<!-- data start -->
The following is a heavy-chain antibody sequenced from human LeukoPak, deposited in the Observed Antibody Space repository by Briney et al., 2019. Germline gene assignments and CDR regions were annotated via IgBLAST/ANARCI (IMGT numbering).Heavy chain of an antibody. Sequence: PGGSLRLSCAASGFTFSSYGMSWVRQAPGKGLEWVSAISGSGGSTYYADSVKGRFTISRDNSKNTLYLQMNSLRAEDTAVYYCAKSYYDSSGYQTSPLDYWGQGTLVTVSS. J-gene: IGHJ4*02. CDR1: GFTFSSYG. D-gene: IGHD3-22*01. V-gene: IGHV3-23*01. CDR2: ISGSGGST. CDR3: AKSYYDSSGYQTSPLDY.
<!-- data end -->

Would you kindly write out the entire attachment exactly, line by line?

The following is a heavy-chain antibody sequenced from human LeukoPak, deposited in the Observed Antibody Space repository by Briney et al., 2019. Germline gene assignments and CDR regions were annotated via IgBLAST/ANARCI (IMGT numbering).Heavy chain of an antibody. Sequence: PGGSLRLSCAASGFTFSSYGMSWVRQAPGKGLEWVSAISGSGGSTYYADSVKGRFTISRDNSKNTLYLQMNSLRAEDTAVYYCAKSYYDSSGYQTSPLDYWGQGTLVTVSS. J-gene: IGHJ4*02. CDR1: GFTFSSYG. D-gene: IGHD3-22*01. V-gene: IGHV3-23*01. CDR2: ISGSGGST. CDR3: AKSYYDSSGYQTSPLDY.